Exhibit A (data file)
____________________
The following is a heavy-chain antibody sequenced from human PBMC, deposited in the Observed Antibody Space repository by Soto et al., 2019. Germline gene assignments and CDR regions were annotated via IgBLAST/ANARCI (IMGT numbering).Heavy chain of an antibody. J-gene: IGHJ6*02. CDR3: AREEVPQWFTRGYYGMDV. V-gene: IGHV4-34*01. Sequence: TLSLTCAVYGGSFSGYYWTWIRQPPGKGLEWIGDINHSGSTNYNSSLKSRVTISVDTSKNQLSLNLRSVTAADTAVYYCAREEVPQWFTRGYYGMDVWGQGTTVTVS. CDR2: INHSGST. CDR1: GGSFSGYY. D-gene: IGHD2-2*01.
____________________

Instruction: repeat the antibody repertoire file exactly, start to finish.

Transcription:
The following is a heavy-chain antibody sequenced from human PBMC, deposited in the Observed Antibody Space repository by Soto et al., 2019. Germline gene assignments and CDR regions were annotated via IgBLAST/ANARCI (IMGT numbering).Heavy chain of an antibody. J-gene: IGHJ6*02. CDR3: AREEVPQWFTRGYYGMDV. V-gene: IGHV4-34*01. Sequence: TLSLTCAVYGGSFSGYYWTWIRQPPGKGLEWIGDINHSGSTNYNSSLKSRVTISVDTSKNQLSLNLRSVTAADTAVYYCAREEVPQWFTRGYYGMDVWGQGTTVTVS. CDR2: INHSGST. CDR1: GGSFSGYY. D-gene: IGHD2-2*01.